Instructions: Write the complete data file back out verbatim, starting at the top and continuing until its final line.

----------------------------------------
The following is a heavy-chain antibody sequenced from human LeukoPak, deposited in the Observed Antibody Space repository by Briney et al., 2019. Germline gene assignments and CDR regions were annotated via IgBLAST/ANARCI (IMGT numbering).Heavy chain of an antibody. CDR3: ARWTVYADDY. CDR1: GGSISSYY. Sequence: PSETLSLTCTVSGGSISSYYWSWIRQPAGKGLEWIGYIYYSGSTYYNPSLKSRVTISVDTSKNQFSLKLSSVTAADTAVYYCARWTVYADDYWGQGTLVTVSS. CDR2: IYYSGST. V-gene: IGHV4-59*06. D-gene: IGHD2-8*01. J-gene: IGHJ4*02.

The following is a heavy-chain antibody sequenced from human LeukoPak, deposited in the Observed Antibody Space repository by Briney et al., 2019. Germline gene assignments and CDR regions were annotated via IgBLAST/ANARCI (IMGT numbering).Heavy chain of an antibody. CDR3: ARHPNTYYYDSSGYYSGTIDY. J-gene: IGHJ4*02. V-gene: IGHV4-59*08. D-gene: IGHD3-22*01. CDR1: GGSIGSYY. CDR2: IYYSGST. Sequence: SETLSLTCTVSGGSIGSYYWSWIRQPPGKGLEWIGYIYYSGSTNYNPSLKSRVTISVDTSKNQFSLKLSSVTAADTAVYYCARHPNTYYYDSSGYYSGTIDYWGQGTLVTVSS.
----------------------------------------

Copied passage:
The following is a heavy-chain antibody sequenced from human LeukoPak, deposited in the Observed Antibody Space repository by Briney et al., 2019. Germline gene assignments and CDR regions were annotated via IgBLAST/ANARCI (IMGT numbering).Heavy chain of an antibody. CDR3: ARWTVYADDY. CDR1: GGSISSYY. Sequence: PSETLSLTCTVSGGSISSYYWSWIRQPAGKGLEWIGYIYYSGSTYYNPSLKSRVTISVDTSKNQFSLKLSSVTAADTAVYYCARWTVYADDYWGQGTLVTVSS. CDR2: IYYSGST. V-gene: IGHV4-59*06. D-gene: IGHD2-8*01. J-gene: IGHJ4*02.

The following is a heavy-chain antibody sequenced from human LeukoPak, deposited in the Observed Antibody Space repository by Briney et al., 2019. Germline gene assignments and CDR regions were annotated via IgBLAST/ANARCI (IMGT numbering).Heavy chain of an antibody. CDR3: ARHPNTYYYDSSGYYSGTIDY. J-gene: IGHJ4*02. V-gene: IGHV4-59*08. D-gene: IGHD3-22*01. CDR1: GGSIGSYY. CDR2: IYYSGST. Sequence: SETLSLTCTVSGGSIGSYYWSWIRQPPGKGLEWIGYIYYSGSTNYNPSLKSRVTISVDTSKNQFSLKLSSVTAADTAVYYCARHPNTYYYDSSGYYSGTIDYWGQGTLVTVSS.